It is understandable that the Very Modern should dislike what is ordinarily known as poetry, just as others dislike cricket or cod liver oil. What I cannot understand is why they are so cantankerous about it. People who dislike cricket or cod's liver peaceably avoid these things. They do not go into the street and play with a steel bar for bat and an old kettle as the ball, crying 'This is the Real, Active Cricket. All that stuff at Lord's is the corpse of cricket.' But this is exactly what the Very Modern Poets do. They write something which bears no relation to any sort of poetry and then noisily assert that this is the only real poetry and that all the other fellows are Down among the Dead Men. I would respect this judgment more if they declined to use the word poetry at all. Let them stop cutting up their prose into segments that give an outer semblance of attempted poetry. Let them say that poetry died when the motor car came in and that there shall be no more trifling with this deplorable and outworn art. Let them proclaim spasmodic prose as the only voice which can articulate the opinions of the rising generation. That, though foolish, would at least be consistently foolish. What is so tiresome is their insistence on using the title when they kill the thing. A Commissar who murders a king does at least forbear to wear a crown and call himself a Little Father. That form of idiocy is monopolised by the lads and lasses of the Active Group.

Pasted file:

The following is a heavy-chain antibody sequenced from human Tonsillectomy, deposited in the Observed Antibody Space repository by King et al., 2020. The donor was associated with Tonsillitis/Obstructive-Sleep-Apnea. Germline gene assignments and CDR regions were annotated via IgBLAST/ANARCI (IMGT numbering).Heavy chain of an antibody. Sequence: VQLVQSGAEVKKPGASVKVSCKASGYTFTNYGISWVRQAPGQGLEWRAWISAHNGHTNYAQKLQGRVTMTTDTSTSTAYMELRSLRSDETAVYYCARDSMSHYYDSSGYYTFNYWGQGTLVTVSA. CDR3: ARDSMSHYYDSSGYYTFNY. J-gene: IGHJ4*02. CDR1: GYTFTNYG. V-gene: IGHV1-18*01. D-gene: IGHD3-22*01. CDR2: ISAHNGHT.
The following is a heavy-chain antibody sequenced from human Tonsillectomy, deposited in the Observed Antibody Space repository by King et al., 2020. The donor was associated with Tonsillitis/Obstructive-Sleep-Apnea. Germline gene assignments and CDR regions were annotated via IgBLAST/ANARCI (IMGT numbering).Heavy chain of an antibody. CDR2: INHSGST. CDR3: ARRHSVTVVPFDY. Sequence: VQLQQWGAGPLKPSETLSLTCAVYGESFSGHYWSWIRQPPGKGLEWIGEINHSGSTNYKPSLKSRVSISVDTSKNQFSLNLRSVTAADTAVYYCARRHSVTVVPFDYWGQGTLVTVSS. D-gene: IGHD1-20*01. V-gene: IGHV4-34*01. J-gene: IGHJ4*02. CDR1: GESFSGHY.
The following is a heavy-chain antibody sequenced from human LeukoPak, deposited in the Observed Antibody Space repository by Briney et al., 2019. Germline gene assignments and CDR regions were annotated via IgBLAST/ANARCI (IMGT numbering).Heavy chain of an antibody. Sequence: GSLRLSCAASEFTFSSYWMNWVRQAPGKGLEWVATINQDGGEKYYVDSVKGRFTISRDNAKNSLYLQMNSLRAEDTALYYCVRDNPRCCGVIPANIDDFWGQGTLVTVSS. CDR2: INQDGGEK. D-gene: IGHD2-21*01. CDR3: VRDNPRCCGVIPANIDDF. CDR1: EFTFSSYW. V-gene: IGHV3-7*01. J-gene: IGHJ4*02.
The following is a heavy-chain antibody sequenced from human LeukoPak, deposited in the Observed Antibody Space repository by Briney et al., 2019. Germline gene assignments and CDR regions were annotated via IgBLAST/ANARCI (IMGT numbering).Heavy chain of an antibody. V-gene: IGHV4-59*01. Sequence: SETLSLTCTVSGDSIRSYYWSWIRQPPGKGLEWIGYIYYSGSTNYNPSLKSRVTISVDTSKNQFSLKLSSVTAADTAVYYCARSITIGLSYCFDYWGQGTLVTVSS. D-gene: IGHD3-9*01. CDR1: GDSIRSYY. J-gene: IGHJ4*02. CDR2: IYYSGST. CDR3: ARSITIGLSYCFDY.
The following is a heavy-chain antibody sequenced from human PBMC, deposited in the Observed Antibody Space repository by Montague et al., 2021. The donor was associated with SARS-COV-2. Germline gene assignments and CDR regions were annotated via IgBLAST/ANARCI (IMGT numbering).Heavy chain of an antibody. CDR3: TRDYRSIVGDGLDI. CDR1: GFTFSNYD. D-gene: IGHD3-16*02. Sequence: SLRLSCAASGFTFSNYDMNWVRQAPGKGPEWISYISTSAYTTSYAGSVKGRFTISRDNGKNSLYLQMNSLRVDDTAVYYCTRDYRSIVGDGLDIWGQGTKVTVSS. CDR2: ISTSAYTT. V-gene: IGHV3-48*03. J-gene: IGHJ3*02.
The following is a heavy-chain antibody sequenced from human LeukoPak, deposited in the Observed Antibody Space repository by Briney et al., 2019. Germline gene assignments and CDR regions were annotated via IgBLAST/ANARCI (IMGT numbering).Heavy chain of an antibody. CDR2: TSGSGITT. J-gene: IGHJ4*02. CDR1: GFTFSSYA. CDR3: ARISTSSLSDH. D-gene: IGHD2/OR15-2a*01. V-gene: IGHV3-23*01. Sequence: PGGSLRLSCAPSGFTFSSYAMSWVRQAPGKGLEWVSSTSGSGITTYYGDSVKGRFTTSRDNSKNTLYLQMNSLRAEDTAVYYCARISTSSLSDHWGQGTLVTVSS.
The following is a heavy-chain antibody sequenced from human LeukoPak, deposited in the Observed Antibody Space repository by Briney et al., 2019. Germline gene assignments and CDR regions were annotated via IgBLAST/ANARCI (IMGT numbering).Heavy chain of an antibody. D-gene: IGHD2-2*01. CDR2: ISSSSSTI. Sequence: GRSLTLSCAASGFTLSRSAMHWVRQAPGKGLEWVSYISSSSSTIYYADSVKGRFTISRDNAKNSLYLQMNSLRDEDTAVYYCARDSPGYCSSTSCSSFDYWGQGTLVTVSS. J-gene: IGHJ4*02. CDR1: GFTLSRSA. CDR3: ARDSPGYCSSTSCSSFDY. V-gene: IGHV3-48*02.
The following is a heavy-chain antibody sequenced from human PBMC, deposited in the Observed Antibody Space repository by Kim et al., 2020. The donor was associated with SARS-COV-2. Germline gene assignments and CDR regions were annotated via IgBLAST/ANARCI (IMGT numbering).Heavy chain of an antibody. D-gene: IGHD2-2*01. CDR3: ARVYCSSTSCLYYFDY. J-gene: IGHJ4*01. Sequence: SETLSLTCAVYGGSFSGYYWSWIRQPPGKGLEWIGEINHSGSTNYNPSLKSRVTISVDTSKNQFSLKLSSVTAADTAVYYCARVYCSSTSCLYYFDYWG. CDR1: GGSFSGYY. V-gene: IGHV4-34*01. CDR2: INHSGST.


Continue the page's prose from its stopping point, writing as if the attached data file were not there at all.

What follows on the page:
The emotional criterion of poetry was overstated by Professor Housman in his famous lecture. 'Meaning is of the intellect, poetry is not', is a phrase which obviously needs qualification. It certainly does not divorce poetry from meaning, but it too rigidly separates heart and brain. None the less the ordinary reader of poetry - and, since there are not a great many people who read poetry without scholastic compulsion, the ordinary reader is an extraordinary person - probably agrees with the Housman test of emotional response.